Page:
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Niksan2

[.net] MemoryStream and direct access to its byte[]

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Niksan2    265
Is it possible to be able to write to the byte[] got at by GetBuffer from a MemoryStream ? I managed to write data into its area but the problem obviously comes with dealing with MemoryStream length property. I tried calling a SetLength but this seems to zero out the byte[] data. What I'm doing is dealing with sockets and pointing BeginReceive to the MemoryStreams byte[], I was just wondering if this is at all possible without having to write additional glue code, ie, having a networking buffer then doing a MemoryStream.Read. Any tips would be greatly appreciated. -Nik

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Niksan2    265
Ah nevermind, seems I can copy the MemoryStreams contents to itself and afterwards set Position to 0 which just has the overheads of doing a needless copy but will save me reinventing the wheel :)

Cheers.

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turnpast    1011
I believe that if you use the memorystream constructor that takes a byte[] that it will use that byte array as its backing buffer. If you keep a reference to that array you can do whatever you want with it. You could for example make multiple memorystreams on the same buffer (EX: one for reading and one for writing).

Hope this helps.

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Nypyren    12074
Quote:
Original post by turnpast
I believe that if you use the memorystream constructor that takes a byte[] that it will use that byte array as its backing buffer. If you keep a reference to that array you can do whatever you want with it. You could for example make multiple memorystreams on the same buffer (EX: one for reading and one for writing).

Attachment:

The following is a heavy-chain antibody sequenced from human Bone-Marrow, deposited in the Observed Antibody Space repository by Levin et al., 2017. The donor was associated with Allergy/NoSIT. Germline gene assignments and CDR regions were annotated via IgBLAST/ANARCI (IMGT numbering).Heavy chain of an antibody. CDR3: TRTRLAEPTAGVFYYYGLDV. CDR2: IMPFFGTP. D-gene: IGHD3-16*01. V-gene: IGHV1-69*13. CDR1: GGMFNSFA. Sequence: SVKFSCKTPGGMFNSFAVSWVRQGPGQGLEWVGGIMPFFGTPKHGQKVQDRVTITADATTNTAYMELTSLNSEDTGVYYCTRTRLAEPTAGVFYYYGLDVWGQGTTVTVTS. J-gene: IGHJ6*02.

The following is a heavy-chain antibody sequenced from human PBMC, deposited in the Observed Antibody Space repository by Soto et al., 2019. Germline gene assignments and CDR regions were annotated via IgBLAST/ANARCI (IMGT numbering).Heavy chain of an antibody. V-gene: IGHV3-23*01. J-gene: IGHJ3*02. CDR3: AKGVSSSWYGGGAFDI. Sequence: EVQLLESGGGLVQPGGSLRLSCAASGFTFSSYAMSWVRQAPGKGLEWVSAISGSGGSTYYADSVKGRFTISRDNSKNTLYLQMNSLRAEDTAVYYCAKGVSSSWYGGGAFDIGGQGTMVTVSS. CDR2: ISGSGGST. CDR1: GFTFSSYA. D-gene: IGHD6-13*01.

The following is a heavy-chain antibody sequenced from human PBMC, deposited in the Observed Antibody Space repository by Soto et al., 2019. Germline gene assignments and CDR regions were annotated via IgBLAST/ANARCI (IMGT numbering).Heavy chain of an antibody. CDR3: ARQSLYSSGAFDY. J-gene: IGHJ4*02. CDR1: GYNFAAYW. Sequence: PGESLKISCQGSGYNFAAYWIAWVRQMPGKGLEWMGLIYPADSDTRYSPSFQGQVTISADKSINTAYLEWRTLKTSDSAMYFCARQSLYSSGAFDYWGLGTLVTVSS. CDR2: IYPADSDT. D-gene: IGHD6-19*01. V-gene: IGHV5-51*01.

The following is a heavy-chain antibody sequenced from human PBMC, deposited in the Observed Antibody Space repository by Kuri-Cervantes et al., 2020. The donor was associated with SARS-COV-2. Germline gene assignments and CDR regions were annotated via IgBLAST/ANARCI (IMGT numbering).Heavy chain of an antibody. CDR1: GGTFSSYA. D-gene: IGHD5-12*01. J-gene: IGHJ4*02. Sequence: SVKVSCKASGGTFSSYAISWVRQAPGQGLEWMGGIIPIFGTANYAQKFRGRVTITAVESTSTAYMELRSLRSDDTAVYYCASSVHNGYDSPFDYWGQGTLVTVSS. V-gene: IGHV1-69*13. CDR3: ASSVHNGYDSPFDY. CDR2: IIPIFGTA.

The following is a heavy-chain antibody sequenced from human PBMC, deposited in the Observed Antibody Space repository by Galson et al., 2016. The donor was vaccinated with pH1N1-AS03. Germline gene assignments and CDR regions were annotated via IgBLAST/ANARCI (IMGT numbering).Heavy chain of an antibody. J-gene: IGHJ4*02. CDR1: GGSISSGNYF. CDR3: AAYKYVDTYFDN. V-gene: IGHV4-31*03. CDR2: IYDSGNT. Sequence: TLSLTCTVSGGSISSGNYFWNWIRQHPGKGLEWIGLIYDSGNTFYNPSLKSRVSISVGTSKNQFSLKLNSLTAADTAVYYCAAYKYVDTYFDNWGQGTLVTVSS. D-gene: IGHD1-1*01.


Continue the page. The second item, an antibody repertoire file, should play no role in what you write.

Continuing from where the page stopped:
Hope this helps.


Confirmed.

byte[] buffer = new byte[]{0,0,0,0};
MemoryStream ms = new MemoryStream(buffer);
buffer[0] = 255;
int test = ms.ReadByte();
Console.WriteLine(test.ToString());


Prints '255'.

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Niksan2    265
I don't have reflector handy atm, but wouldn't passing a byte[] into the constructor set the length and capacity to the same thing, so would in effect give me the same problem, well not the same problem as the length would be zero using the constructor with an initial size (capacity), but would still need the same workarounds for how much real data is in a fixed sized buffer.

Obviously there are benefits in sharing the buffer, but isn't an issue in my case as I only use one anyway.

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turnpast    1011
I guess it is just a matter of preference. Either you make and manage your own buffer or you let MemoryStream manage the buffer. The big problem with letting MemoryStream do the management is that you may be relying on it to do things that it has made no guarantees it is going to do consistently. For example GetBuffer can return different references depending on when and how it is called.

Quote:

From MSDN:
To create a MemoryStream instance with a publicly visible buffer, use MemoryStream, MemoryStream(array<Byte>[]()[], Int32, Int32, Boolean, Boolean), or MemoryStream(Int32). If the current stream is resizable, two calls to this method do not return the same array if the underlying byte array is resized between calls. For additional information, see Capacity.


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Niksan2    265
Yeah, more getting something for nothing, as the only reason I used MemoryStream in the first place was to use the BinaryReader/Writer classes, still, I seem to have it all working.

Thanks for the replies though.

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